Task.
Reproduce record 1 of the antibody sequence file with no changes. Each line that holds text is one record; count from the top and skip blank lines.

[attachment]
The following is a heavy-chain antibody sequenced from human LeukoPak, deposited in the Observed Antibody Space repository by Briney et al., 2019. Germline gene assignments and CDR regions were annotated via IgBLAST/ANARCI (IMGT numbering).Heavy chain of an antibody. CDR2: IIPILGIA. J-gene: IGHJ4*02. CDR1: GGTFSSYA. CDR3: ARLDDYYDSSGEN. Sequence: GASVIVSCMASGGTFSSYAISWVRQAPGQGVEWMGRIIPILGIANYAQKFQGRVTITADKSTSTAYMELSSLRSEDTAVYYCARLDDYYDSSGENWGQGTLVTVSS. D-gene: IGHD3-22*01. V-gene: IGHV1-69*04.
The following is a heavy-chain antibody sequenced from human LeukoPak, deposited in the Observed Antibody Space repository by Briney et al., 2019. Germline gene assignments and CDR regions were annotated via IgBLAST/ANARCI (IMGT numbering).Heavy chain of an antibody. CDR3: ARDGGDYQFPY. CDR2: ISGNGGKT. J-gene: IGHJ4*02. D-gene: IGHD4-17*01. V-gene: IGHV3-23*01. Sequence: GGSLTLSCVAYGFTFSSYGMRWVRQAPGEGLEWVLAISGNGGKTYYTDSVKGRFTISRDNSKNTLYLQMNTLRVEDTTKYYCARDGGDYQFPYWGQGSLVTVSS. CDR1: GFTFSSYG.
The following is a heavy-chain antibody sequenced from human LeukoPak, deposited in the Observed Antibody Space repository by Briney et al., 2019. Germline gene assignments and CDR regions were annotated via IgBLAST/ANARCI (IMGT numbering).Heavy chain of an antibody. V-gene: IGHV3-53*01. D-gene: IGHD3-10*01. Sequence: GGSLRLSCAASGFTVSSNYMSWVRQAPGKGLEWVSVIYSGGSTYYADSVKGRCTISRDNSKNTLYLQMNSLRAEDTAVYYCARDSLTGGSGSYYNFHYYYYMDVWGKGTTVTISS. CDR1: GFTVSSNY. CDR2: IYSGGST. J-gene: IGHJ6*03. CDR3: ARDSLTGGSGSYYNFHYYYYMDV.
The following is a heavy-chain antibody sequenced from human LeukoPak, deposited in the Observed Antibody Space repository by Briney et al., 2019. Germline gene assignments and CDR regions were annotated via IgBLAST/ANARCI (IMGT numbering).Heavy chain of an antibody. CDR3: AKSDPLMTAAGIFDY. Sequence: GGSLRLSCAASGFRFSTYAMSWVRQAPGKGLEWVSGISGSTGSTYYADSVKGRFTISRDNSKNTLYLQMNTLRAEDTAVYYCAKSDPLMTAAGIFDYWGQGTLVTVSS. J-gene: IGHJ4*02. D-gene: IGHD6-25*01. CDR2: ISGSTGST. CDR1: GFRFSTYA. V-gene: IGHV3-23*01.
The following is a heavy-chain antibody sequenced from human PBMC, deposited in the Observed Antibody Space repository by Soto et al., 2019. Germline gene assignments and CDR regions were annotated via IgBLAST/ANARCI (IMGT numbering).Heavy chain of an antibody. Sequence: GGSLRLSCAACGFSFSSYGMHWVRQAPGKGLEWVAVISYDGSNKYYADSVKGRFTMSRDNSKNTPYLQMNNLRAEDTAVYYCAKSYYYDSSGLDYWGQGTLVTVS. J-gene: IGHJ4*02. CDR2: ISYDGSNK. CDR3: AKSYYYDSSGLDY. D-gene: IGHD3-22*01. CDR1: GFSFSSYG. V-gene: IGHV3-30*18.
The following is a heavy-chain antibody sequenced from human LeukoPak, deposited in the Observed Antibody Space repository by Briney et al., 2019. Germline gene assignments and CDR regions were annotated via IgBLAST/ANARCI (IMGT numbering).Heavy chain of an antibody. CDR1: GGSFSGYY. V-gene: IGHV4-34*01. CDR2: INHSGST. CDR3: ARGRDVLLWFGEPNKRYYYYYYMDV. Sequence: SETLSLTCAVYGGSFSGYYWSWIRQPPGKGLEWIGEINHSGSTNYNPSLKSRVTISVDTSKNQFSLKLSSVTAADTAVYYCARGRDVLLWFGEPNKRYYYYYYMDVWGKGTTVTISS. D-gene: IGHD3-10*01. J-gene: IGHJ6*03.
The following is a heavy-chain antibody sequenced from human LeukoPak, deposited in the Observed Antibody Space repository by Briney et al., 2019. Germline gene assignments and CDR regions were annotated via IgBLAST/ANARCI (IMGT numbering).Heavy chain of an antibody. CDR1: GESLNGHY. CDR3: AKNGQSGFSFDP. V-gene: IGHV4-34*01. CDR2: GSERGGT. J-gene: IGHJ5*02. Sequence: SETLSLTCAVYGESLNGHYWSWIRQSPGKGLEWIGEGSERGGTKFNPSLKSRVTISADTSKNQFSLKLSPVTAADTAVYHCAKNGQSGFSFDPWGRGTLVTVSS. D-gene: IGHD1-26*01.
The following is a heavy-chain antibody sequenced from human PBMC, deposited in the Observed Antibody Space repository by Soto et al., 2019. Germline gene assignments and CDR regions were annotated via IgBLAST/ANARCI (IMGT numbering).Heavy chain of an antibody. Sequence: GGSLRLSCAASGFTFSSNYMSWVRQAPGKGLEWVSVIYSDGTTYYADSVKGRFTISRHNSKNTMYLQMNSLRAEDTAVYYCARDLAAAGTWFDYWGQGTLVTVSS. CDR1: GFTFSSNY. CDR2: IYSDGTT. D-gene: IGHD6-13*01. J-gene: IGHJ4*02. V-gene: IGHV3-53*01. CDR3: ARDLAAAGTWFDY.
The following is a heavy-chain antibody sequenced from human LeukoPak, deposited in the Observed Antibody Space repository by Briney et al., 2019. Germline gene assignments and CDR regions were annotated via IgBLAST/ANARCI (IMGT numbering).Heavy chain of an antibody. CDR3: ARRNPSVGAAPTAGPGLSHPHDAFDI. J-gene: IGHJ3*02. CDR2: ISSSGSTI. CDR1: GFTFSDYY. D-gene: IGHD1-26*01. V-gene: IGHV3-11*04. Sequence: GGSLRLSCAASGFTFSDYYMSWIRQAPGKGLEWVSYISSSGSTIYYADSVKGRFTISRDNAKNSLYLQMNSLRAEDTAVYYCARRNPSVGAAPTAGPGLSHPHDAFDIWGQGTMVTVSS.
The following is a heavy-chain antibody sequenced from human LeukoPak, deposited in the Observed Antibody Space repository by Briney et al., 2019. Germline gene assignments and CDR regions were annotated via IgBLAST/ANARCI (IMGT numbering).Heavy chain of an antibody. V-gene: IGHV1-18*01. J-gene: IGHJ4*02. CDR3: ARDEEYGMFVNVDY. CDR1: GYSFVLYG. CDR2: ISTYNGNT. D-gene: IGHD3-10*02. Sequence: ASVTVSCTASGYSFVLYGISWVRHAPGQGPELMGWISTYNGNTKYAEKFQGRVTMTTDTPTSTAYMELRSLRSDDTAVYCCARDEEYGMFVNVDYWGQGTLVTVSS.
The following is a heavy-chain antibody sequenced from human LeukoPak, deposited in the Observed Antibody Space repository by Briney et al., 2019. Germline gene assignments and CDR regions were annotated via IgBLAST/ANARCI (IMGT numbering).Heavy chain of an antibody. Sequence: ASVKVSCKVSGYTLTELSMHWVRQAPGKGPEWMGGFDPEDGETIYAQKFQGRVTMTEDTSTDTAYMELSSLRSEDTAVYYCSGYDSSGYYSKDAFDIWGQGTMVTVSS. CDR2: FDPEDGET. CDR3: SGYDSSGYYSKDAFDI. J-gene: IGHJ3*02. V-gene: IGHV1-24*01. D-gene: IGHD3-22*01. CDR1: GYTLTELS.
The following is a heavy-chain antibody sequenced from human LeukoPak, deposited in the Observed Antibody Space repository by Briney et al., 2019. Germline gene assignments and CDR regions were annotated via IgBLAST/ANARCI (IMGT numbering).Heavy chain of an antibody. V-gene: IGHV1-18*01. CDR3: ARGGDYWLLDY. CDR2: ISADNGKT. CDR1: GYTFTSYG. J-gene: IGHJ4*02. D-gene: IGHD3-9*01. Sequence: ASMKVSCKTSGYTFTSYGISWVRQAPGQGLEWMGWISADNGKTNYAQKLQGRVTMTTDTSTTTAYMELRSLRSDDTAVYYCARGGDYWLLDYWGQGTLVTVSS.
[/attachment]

The following is a heavy-chain antibody sequenced from human LeukoPak, deposited in the Observed Antibody Space repository by Briney et al., 2019. Germline gene assignments and CDR regions were annotated via IgBLAST/ANARCI (IMGT numbering).Heavy chain of an antibody. CDR2: IIPILGIA. J-gene: IGHJ4*02. CDR1: GGTFSSYA. CDR3: ARLDDYYDSSGEN. Sequence: GASVIVSCMASGGTFSSYAISWVRQAPGQGVEWMGRIIPILGIANYAQKFQGRVTITADKSTSTAYMELSSLRSEDTAVYYCARLDDYYDSSGENWGQGTLVTVSS. D-gene: IGHD3-22*01. V-gene: IGHV1-69*04.